ISSN: 0973-7510

E-ISSN: 2581-690X

Review Article | Open Access
Rike Syahniar1 , Maria Berlina Purba2, Heri Setiyo Bekti3 and Mardhia Mardhia4
1Department of Microbiology and Parasitology, Faculty of Medicine and Health, University of Muhammadiyah Jakarta, Jl. KH. Ahmad Dahlan, Ciputat, Cirendeu, Jakarta Selatan, Daerah Khusus Ibukota Jakarta 15419, Indonesia.
2National Quality Control Laboratory of Drug and Food, National Agency for Drug and Food Control, Jl. Percetakan Negara No.23, Jakarta Pusat, Indonesia.
3Department of Medical Laboratory Technology, Polytechnic of Health Denpasar, Jl. Sanitasi No.1, Sidakarya-Denpasar Selatan, Bali, 80224, Indonesia.
4Department of Microbiology, Faculty of Medicine, Tanjungpura University,Jl. Prof. Dr. Hadari Nawawi, Pontianak, 78124, Indonesia.
J Pure Appl Microbiol. 2020;14(4):2253-2263 | Article Number: 6476
https://doi.org/10.22207/JPAM.14.4.03 | © The Author(s). 2020
Received: 13/06/2020 | Accepted: 08/10/2020 | Published: 10/11/2020
Abstract

The coronavirus disease (COVID-19) pandemic, caused by severe acute respiratory syndrome coronavirus 2 (SARS-CoV-2), has infected more than 26 million individuals and caused 871,166 deaths globally. Various countries are racing against time to find a vaccine for controlling the rapid transmission of infection. The selection of antigen targets to trigger an immune response is crucial for vaccine development strategies. The receptor binding domain of the subunit of spike 1 protein is considered a promising vaccine candidate because of its ability to prevent attachment and infection of host cells by stimulating neutralizing antibodies. The vaccine is expected to mount a sufficient immunogenic response to eliminate the virus and store antigenic information in memory cells for long-term protection. Here, we review the ongoing clinical trials for COVID-19 vaccines and discuss the immune responses in patients administered an adequate dosage to prevent COVID-19.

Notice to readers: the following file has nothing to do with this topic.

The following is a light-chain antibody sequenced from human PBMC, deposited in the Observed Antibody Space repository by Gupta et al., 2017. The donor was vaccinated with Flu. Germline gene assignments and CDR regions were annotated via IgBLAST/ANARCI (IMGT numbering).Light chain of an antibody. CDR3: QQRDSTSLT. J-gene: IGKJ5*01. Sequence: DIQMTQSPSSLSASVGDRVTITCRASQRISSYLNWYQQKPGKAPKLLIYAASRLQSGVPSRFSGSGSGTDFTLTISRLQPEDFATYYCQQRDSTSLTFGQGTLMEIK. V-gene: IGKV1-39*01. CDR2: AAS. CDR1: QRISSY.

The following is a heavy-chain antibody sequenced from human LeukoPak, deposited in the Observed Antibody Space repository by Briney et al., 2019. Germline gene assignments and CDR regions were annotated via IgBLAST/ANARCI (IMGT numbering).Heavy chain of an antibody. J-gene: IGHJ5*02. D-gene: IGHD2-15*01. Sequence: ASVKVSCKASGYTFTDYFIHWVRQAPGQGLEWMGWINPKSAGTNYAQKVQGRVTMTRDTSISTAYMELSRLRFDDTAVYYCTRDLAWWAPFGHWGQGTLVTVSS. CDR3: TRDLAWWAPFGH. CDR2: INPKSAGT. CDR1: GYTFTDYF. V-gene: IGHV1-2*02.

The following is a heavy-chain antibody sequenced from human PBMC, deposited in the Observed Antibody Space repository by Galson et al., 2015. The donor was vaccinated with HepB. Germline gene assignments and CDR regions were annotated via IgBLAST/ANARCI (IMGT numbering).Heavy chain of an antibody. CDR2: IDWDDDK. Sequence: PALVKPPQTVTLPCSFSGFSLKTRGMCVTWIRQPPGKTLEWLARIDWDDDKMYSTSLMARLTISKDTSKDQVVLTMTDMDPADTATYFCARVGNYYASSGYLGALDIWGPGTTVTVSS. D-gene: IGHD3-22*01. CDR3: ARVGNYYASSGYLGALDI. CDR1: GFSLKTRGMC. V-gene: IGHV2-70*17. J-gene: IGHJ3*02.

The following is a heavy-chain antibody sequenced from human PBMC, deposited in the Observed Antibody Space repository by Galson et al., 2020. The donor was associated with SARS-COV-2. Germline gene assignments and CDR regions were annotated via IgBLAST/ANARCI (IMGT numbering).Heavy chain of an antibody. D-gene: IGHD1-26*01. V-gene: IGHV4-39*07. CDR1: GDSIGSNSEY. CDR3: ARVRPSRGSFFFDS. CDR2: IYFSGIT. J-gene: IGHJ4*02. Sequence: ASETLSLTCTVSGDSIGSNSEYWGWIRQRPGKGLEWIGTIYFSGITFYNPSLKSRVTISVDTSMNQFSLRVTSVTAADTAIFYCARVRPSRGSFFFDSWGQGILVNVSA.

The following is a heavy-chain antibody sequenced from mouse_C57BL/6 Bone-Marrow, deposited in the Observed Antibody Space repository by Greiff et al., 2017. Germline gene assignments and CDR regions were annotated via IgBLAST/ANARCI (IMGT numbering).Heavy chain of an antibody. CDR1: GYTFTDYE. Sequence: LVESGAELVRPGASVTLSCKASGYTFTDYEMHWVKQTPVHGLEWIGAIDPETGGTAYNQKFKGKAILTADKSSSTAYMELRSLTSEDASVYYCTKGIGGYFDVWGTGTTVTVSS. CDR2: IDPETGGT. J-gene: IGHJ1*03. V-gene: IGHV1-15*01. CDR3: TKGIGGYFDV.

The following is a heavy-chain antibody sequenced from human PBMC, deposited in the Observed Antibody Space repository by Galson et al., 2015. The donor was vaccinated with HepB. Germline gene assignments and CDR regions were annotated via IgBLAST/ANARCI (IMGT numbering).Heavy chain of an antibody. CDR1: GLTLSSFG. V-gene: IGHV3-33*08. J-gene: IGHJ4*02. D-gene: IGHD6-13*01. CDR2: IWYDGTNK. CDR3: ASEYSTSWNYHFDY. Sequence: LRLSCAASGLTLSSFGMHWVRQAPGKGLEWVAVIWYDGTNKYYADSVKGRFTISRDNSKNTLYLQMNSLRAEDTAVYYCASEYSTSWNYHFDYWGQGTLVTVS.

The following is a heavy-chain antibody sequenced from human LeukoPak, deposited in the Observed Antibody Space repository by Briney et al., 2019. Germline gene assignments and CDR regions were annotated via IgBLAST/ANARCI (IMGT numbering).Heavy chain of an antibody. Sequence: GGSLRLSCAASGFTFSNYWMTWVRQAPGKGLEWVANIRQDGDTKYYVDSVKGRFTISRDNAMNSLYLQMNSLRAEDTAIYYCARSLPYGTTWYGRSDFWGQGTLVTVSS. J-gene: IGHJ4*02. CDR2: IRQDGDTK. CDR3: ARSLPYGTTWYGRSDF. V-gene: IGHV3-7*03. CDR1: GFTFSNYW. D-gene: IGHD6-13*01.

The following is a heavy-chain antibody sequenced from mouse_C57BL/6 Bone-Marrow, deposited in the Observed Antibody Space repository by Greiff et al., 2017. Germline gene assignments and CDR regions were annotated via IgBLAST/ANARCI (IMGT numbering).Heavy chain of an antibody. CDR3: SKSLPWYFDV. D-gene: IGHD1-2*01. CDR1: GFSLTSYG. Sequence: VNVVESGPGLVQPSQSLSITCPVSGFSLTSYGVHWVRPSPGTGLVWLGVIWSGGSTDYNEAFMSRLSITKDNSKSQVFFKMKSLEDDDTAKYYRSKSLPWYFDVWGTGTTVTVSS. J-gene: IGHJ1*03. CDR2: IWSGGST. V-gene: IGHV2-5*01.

Keywords

COVID-19, Immune Response, SARS-CoV-2, Vaccine

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